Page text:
The challenge with this site, built in 2010 (though I had done some earlier work for the association) was to integrate an existing membership database application into Joomla and then make a separate area for those members that incorporated a professional development “points” allocation system and some member notifications.(read more )
Built in 2009, this was near the last site I did without using a CMS (Content Management System). Using the Dreamweaver/Contribute platform, the user has been able to add new content so the platform is solid, but newer sites have all used some CMS — at first FarCry, a CMS based on ColdFusion, more recently Joomla! and, more often now, WordPress.(read more )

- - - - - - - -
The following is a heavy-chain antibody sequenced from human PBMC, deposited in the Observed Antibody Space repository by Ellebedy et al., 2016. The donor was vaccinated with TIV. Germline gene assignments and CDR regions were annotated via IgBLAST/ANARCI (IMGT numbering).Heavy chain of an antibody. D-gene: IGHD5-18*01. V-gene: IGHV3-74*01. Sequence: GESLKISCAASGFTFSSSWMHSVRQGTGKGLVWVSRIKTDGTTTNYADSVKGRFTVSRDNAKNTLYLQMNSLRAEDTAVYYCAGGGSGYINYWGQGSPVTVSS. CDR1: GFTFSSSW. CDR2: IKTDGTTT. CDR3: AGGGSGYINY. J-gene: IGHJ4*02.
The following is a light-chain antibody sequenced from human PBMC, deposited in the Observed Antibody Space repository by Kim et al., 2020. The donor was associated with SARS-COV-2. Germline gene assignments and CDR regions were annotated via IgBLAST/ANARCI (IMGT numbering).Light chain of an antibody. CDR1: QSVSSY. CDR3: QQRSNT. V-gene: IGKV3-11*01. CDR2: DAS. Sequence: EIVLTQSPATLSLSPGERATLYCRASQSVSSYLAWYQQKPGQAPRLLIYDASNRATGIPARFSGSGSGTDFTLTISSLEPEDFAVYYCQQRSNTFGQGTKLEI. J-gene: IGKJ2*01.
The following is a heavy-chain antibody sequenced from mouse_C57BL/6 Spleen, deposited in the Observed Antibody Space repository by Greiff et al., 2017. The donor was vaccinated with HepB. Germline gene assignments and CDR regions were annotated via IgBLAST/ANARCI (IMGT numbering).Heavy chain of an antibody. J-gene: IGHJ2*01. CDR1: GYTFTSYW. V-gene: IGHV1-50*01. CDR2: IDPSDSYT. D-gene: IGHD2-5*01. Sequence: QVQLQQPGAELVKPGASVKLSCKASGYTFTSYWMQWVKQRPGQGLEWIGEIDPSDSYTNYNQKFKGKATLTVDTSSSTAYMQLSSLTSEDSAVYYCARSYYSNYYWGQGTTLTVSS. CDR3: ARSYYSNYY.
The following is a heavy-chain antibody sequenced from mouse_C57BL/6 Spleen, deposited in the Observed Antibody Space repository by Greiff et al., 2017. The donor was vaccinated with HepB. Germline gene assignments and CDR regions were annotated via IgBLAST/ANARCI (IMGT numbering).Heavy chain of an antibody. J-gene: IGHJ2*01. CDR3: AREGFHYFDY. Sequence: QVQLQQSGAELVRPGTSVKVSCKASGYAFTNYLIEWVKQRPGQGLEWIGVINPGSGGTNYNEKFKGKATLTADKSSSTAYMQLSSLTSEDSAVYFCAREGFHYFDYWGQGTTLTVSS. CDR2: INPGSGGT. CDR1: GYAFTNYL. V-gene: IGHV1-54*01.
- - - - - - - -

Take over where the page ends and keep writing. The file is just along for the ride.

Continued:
Boulder, Colorado (where I live) passed some election finance laws in 2008 and hired my friends Cam Marshall and Bob McCool at ArielMIS to create a database to track and report on campaign contributions and expenditures. They contracted with me to write the application after Cam created the database.(read more )
I build this site in December, 2006, on a Dreamweaver/Contribute platform. So, is’t a static site with some semi-automated content management support. A WYSIWYG editor, for instance, which in 2006 was awful. I haven’t touched this site since I built it and it’s only included here because it may be the last table-based layout I did that’s still standing.(read more )
In 2006, before content management systems became easy to use (WordPress was first released in 2003 and was still a little cumbersome three years later), this site was built using a Dreamweaver/Contribute combination — Dreamweaver to do the layout, Contribute to manage the content.(read more )